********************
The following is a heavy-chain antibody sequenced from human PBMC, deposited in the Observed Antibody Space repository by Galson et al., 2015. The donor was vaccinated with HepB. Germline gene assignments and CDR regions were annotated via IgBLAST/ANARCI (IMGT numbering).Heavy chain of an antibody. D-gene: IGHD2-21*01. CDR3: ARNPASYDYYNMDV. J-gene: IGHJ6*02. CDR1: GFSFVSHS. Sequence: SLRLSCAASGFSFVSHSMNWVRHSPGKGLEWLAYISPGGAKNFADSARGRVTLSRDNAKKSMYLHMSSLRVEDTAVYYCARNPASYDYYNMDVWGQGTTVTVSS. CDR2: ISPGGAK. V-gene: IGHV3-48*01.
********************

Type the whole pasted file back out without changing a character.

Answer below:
The following is a heavy-chain antibody sequenced from human PBMC, deposited in the Observed Antibody Space repository by Galson et al., 2015. The donor was vaccinated with HepB. Germline gene assignments and CDR regions were annotated via IgBLAST/ANARCI (IMGT numbering).Heavy chain of an antibody. D-gene: IGHD2-21*01. CDR3: ARNPASYDYYNMDV. J-gene: IGHJ6*02. CDR1: GFSFVSHS. Sequence: SLRLSCAASGFSFVSHSMNWVRHSPGKGLEWLAYISPGGAKNFADSARGRVTLSRDNAKKSMYLHMSSLRVEDTAVYYCARNPASYDYYNMDVWGQGTTVTVSS. CDR2: ISPGGAK. V-gene: IGHV3-48*01.